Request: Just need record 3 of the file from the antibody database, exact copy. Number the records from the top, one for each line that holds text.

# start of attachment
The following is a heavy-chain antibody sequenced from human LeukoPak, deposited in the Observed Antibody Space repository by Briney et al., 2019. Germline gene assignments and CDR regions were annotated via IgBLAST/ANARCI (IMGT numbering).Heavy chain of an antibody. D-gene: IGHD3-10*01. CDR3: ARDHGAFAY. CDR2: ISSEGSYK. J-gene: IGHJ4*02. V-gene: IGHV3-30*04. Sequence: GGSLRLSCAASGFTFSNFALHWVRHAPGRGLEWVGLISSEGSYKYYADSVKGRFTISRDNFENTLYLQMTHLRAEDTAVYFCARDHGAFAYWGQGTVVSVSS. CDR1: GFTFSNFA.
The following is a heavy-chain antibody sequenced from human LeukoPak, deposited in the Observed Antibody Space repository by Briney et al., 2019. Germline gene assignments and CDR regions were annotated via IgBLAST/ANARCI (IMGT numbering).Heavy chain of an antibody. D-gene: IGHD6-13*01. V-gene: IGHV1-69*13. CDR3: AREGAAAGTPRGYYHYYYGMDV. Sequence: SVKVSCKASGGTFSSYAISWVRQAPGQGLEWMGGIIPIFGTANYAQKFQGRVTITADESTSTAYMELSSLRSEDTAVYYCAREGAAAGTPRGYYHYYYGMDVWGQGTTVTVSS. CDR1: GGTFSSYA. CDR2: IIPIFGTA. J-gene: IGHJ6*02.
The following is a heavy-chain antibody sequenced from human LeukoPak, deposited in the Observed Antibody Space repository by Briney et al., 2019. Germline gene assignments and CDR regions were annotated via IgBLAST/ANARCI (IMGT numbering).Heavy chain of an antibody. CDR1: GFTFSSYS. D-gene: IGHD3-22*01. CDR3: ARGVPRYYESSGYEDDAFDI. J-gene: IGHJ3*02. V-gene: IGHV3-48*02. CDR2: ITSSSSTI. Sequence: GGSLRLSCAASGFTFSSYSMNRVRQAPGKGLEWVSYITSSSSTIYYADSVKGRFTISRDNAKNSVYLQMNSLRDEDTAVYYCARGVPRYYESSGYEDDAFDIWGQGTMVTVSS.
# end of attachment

The following is a heavy-chain antibody sequenced from human LeukoPak, deposited in the Observed Antibody Space repository by Briney et al., 2019. Germline gene assignments and CDR regions were annotated via IgBLAST/ANARCI (IMGT numbering).Heavy chain of an antibody. CDR1: GFTFSSYS. D-gene: IGHD3-22*01. CDR3: ARGVPRYYESSGYEDDAFDI. J-gene: IGHJ3*02. V-gene: IGHV3-48*02. CDR2: ITSSSSTI. Sequence: GGSLRLSCAASGFTFSSYSMNRVRQAPGKGLEWVSYITSSSSTIYYADSVKGRFTISRDNAKNSVYLQMNSLRDEDTAVYYCARGVPRYYESSGYEDDAFDIWGQGTMVTVSS.